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# Algorithms and Flowcharts

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This presentation covers all the basic fundamentals of Algorithms & Flowcharts.
( Included examples )

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### Algorithms and Flowcharts

1. 1. COMPUTER SCIENCECOVERED BASICS ABOUTALGORITHMS AND FLOWCHARTS
2. 2. ALGORITHMS AND FLOWCHARTS A typical programming task can be divided intotwo phases: Problem solving phase produce an ordered sequence of steps that describesolution of problem this sequence of steps is called an algorithm Implementation phase implement the program in some programminglanguage
3. 3. STEPS IN PROBLEM SOLVING First produce a general algorithm (one canuse pseudo code) Refine the algorithm successively to getstep by step detailed algorithm that is veryclose to a computer language. Pseudo code is an artificial and informallanguage that helps programmers developalgorithms. Pseudo code is very similar toeveryday English.
4. 4. PSEUDOCODE & ALGORITHM Example 1: Write an algorithm to determine astudent’s final grade and indicate whether it ispassing or failing. The final grade is calculated asthe average of four marks.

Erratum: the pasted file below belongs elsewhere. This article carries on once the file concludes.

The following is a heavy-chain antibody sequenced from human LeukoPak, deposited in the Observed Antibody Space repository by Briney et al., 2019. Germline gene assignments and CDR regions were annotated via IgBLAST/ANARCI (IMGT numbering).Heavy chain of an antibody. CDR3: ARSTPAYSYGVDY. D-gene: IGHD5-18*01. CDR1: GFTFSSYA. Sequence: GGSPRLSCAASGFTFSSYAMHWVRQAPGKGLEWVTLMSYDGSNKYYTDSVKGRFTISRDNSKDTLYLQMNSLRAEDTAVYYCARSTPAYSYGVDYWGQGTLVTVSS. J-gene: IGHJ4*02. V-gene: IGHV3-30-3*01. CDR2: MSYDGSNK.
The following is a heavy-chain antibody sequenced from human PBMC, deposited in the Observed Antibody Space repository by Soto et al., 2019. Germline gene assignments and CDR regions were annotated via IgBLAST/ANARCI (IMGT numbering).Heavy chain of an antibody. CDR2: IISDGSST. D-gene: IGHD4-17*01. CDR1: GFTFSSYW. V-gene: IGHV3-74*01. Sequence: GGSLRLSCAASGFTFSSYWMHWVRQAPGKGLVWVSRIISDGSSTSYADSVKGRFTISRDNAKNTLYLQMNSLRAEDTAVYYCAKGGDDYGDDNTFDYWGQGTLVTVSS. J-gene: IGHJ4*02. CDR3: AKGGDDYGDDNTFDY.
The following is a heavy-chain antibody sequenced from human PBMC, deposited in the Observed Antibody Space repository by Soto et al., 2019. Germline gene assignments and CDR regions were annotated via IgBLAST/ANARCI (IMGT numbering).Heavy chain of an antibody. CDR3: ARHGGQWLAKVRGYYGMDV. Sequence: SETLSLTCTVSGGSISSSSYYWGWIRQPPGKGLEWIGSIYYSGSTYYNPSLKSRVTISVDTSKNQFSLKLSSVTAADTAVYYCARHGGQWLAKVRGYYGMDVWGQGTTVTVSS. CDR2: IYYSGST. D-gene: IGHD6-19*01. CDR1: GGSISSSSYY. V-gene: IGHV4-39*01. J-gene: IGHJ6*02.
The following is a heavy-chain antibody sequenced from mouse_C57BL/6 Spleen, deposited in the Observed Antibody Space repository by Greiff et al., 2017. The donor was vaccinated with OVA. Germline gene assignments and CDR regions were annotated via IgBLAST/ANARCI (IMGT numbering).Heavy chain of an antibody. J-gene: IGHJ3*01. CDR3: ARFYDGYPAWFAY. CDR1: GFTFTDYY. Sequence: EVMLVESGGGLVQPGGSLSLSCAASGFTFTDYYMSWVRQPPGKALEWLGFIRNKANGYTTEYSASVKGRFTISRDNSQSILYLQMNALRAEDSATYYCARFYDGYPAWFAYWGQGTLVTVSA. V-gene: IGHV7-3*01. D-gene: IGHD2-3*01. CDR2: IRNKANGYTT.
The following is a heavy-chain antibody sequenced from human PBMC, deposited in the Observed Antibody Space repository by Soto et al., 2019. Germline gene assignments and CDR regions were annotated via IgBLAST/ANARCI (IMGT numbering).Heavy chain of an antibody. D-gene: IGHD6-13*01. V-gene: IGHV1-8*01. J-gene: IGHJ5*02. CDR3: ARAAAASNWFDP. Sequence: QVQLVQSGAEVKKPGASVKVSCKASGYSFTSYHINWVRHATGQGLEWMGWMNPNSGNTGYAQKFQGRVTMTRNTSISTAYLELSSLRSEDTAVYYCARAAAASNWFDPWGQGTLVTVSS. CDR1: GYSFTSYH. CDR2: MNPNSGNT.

5. 5. PSEUDOCODE & ALGORITHMPseudo code: Input a set of 4 marks Calculate their average by summing anddividing by 4 if average is below 50Print “FAIL”elsePrint “PASS”
6. 6. PSEUDOCODE & ALGORITHM Detailed AlgorithmStep 1: Input M1,M2,M3,M4Step 2: GRADE (M1+M2+M3+M4)/4Step 3: if (GRADE < 50) thenPrint “FAIL”elsePrint “PASS”endif
7. 7. THE FLOWCHART (Dictionary) A schematic representation of asequence of operations, as in a manufacturingprocess or computer program. (Technical) A graphical representation of thesequence of operations in an information system orprogram. Information system flowcharts show howdata flows from source documents through thecomputer to final distribution to users. Programflowcharts show the sequence of instructions in asingle program or subroutine. Different symbols areused to draw each type of flowchart.
8. 8. THE FLOWCHARTA Flowchart shows logic of an algorithm emphasizes individual steps and their interconnections e.g. control flow from one action to the next
9. 9. FLOWCHART SYMBOLSOvalParallelogramRectangleDiamondHybridName Symbol Use in FlowchartDenotes the beginning or end of the programDenotes an input operationDenotes an output operationDenotes a decision (or branch) to be made.The program should continue along one oftwo routes. (e.g. IF/THEN/ELSE)Denotes a process to be carried oute.g. addition, subtraction, division etc.Flow line Denotes the direction of logic flow in the programBasic
11. 11. EXAMPLE 2 Write an algorithm and draw a flowchart to convertthe length in feet to centimeter.Pseudo code: Input the length in feet (Lft) Calculate the length in cm (Lcm) by multiplying LFTwith 30 Print length in cm (LCM)
12. 12. Algorithm Step 1: Input Lft Step 2: Lcm Lft x 30 Step 3: Print LcmSTARTInputLftLcm Lft x 30PrintLcmSTOPFlowchart